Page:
RCAF commemorating Second World War air training program in 2016

News Article / April 1, 2016

From RCAF Public Affairs

“The historian of the Second World War may, with some justification,
record that the air battle of Europe was won on the fields of the BCATP.”

- Wing Commander Fred H. Hitchens,
RCAF historian, in 1949

The Royal Canadian Air Force’s 2016 commemorative efforts will focus on one of the world’s greatest air training programs and the 75th anniversary of the establishment of the squadrons that make up the fabric of the modern RCAF.

The British Commonwealth Air Training Plan (BCATP), which ran from December 17, 1939, to March 31, 1945, was a massive Canadian program that trained aircrew from the air forces of Canada, Great Britain, Australia and New Zealand, as well as personnel from other nations. By the time the program came to an end on March 31, 1945, RCAF and civilian instructors had graduated more than 131,000 pilots, navigators, wireless operators, air bombers, air gunners and flight engineers.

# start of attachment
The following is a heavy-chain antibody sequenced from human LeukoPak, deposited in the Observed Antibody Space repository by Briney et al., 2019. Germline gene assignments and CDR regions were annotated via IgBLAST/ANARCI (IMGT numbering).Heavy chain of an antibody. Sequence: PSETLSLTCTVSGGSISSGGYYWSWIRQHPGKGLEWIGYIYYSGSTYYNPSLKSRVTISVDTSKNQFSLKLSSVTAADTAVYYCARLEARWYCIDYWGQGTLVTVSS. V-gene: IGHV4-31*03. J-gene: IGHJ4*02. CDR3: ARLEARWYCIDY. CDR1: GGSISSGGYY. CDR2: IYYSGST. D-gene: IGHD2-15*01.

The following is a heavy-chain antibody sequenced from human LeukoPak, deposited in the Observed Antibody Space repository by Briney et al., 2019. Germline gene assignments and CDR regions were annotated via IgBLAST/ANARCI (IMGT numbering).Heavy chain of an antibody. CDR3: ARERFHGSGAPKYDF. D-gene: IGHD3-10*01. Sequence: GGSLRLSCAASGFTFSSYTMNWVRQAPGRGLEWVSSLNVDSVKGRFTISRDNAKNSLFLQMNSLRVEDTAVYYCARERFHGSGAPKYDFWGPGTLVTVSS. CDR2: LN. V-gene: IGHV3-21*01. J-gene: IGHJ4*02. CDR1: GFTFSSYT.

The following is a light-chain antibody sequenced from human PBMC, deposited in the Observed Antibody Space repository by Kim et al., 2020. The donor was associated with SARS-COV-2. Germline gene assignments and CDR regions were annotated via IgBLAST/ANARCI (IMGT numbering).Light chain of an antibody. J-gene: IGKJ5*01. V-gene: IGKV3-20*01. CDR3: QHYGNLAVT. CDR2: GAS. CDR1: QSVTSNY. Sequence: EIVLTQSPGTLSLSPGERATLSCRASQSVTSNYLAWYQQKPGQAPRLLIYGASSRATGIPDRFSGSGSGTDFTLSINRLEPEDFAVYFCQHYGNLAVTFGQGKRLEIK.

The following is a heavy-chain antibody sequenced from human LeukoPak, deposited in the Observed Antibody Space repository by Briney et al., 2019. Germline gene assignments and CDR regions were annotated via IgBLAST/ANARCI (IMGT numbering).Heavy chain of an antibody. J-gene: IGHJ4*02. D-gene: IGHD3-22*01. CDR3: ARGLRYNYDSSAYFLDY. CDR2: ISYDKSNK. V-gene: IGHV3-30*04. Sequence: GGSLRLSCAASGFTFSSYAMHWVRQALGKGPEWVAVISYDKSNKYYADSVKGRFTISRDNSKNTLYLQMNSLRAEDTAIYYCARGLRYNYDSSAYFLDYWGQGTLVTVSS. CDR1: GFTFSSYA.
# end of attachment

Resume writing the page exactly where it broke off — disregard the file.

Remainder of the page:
“This year, we mark a key period in our Royal Canadian Air Force history‎, and share our celebrations with the more than 140 Canadian communities that contributed to the massive five-year air training program that helped lead the Allies to victory in Europe,” said Lieutenant-General Michael Hood, commander of the Royal Canadian Air Force.

“As we commemorate the 75th anniversary of the formation of the first 400 series squadrons, we note that they were the product of the British Commonwealth Air Training Plan agreement and their names, legacy and professionalism live on in our squadrons today.”  

The RCAF has selected 2016 as the year to celebrate the BCATP because the RCAF’s 400-series squadrons, which came into being as a direct result of Article XV of the BCATP agreement, were first established overseas in 1941 – 75 years ago. However, as important as these squadrons are to the RCAF and its sense of identity as a national institution, the anniversary celebrations are also commemorating the entirety of the five and a half year-long training program.

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